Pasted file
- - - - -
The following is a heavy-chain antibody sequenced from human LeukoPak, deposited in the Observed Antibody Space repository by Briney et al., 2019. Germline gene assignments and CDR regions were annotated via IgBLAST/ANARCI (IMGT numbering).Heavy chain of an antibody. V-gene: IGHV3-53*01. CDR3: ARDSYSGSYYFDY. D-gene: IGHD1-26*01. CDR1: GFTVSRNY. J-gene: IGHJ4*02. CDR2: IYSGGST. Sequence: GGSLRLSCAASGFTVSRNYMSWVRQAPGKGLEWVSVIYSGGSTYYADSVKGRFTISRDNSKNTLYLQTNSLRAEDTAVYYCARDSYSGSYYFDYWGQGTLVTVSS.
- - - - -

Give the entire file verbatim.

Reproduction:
The following is a heavy-chain antibody sequenced from human LeukoPak, deposited in the Observed Antibody Space repository by Briney et al., 2019. Germline gene assignments and CDR regions were annotated via IgBLAST/ANARCI (IMGT numbering).Heavy chain of an antibody. V-gene: IGHV3-53*01. CDR3: ARDSYSGSYYFDY. D-gene: IGHD1-26*01. CDR1: GFTVSRNY. J-gene: IGHJ4*02. CDR2: IYSGGST. Sequence: GGSLRLSCAASGFTVSRNYMSWVRQAPGKGLEWVSVIYSGGSTYYADSVKGRFTISRDNSKNTLYLQTNSLRAEDTAVYYCARDSYSGSYYFDYWGQGTLVTVSS.